8. Do you write any other literary forms? How does this affect/enhance your playwriting? I am also a screenwriter, which terrified me when I first sat to developing the skill-set for it. I think working in both mediums makes me a better assessor of story, and enables me to create/inhabit very different worlds. And if I ever sell a screenplay, I’ll be a much happier playwright 🙂
9. Why did you become a blogger for LA FPI? I jumped on board because there are so many layers to gender parity in theater – why not start delving into/and/writing about them? I love the sense of togetherness LAFPI supports!
13. Do you have a writing regiment? Can you discuss your process? Snacks. I have to have snacks in every nook of my desk. I also have to be careful with my “other” life, meaning Tiffany Who Pays the Bills must not work so much that Tiffany Who Writes gets buried in exhaustion.
16. What other areas of theater do you participant in? I find myself doing a lot of producing lately, and teaching acting/production/writing. It’s good to be comfortable in all of these areas (especially since some of them actually PAY a girl), and I’ll probably continue to work in these areas as they provide a different brand of satisfaction – that of realization (vs. the incompleteness of a play un-produced). Writing is definitely my “Ahhhh” place, but I don’t think I’ll ever be of a mind to stop my other theatrical endeavors… I like wearing more than one theatre hat.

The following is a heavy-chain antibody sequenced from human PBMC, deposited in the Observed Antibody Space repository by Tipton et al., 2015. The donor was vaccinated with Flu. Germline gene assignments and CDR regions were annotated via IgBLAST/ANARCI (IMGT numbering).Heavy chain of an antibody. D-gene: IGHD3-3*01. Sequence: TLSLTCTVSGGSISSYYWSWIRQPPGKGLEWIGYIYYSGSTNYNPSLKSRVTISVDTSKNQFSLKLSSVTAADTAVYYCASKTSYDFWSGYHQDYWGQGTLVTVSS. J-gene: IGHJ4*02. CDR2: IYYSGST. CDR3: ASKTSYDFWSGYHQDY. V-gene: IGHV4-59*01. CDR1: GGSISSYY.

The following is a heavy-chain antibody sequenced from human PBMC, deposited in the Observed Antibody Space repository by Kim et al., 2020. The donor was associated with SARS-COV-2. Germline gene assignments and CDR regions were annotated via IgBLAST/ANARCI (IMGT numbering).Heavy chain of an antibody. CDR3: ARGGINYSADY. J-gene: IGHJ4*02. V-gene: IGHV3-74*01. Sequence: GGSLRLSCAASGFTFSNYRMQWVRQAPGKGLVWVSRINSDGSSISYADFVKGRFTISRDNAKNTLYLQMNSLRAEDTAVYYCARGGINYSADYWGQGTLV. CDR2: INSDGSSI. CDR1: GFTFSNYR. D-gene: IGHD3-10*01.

Tiffany is proud to have received her MFA in Playwriting from UCLA’s prestigious school of Theater, Film, and Television, where she also completed her BA in Theater. She also holds her A.A in acting from The American Academy of Dramatic Arts.
Tiffany was a 2008 Hawthornden Fellow, which included a writing residency in Scotland, and a 2009 Sherwood Award Finalist with Center Theatre Group. Tiffany has received the Tim Robbins Award for plays of social importance, James Pendelton Foundation Prize, Hal Kanter Award in Comedy Writing, Dini Ostrov Stage Spirit Award in Playwriting, the Steve Lawrence and Eydie Gorme Scholarship, and the Florence Theil Herrscher Award.
Her plays have been read and/or performed in Los Angeles, New York, D.C. and Minneapolis. Her plays Twigs and Bone and Ana and the Closet were both Jerome Finalists and O’Neil semi-finalists for 2009 and 2010. Ana and the Closet was also presented at The Kennedy Center’s Page to Stage Festival in 2009. Her play In the Company of Jane Doe was a Princess Grace semi-finalist in 2006, a winner of the New Plays on Campus series with The Playwrights’ Center, and winner of the 2008 New Works for Young Women contest with the University of Tulsa. In the Company of Jane Doe premiered in January 2010 at The Powerhouse Theatre (LA Theatre Ensemble). Tiffany’s play The Good Book was a winner of the Samuel French Off-Off Broadway play festival and is available through Samuel French publishing.
Other plays include The Low Tide Gang, Ham Brown’s House (Princess Grace Semi-Finalist, 2008), Little Phoenix, Stalled, My Pet George, and From the Rubble. Screenplays include The Sisters Roberts and A Disappearing Woman (Golden Brad Finalist 2009).
Tiffany currently lives and teaches in AZ and runs Little Black Dress INK, a producing org for female playwrights. You can read more about Tiffany at www.TiffanyAntone.com or on her blog www.AwdsAndEnds.com.
Tiffany acts as an LA FPI Graphics Consultant.